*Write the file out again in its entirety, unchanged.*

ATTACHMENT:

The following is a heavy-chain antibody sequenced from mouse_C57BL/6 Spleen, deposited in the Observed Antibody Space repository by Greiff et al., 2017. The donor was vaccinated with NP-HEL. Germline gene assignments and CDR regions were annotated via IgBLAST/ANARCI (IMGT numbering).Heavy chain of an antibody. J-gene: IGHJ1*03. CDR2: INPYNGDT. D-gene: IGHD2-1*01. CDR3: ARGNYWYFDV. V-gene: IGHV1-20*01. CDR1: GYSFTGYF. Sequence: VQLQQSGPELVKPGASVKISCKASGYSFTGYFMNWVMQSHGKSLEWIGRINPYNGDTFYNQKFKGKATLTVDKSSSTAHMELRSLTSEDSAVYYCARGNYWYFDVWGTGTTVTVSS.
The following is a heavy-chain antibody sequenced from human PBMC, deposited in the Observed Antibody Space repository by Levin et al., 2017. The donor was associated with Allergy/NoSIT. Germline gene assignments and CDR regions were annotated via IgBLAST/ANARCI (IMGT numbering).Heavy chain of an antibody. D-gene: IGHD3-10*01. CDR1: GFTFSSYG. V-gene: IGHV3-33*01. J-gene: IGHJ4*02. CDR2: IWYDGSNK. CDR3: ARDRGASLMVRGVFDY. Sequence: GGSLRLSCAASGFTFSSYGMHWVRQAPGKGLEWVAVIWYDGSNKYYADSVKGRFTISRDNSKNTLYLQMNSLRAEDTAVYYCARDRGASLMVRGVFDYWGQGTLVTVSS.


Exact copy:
The following is a heavy-chain antibody sequenced from mouse_C57BL/6 Spleen, deposited in the Observed Antibody Space repository by Greiff et al., 2017. The donor was vaccinated with NP-HEL. Germline gene assignments and CDR regions were annotated via IgBLAST/ANARCI (IMGT numbering).Heavy chain of an antibody. J-gene: IGHJ1*03. CDR2: INPYNGDT. D-gene: IGHD2-1*01. CDR3: ARGNYWYFDV. V-gene: IGHV1-20*01. CDR1: GYSFTGYF. Sequence: VQLQQSGPELVKPGASVKISCKASGYSFTGYFMNWVMQSHGKSLEWIGRINPYNGDTFYNQKFKGKATLTVDKSSSTAHMELRSLTSEDSAVYYCARGNYWYFDVWGTGTTVTVSS.
The following is a heavy-chain antibody sequenced from human PBMC, deposited in the Observed Antibody Space repository by Levin et al., 2017. The donor was associated with Allergy/NoSIT. Germline gene assignments and CDR regions were annotated via IgBLAST/ANARCI (IMGT numbering).Heavy chain of an antibody. D-gene: IGHD3-10*01. CDR1: GFTFSSYG. V-gene: IGHV3-33*01. J-gene: IGHJ4*02. CDR2: IWYDGSNK. CDR3: ARDRGASLMVRGVFDY. Sequence: GGSLRLSCAASGFTFSSYGMHWVRQAPGKGLEWVAVIWYDGSNKYYADSVKGRFTISRDNSKNTLYLQMNSLRAEDTAVYYCARDRGASLMVRGVFDYWGQGTLVTVSS.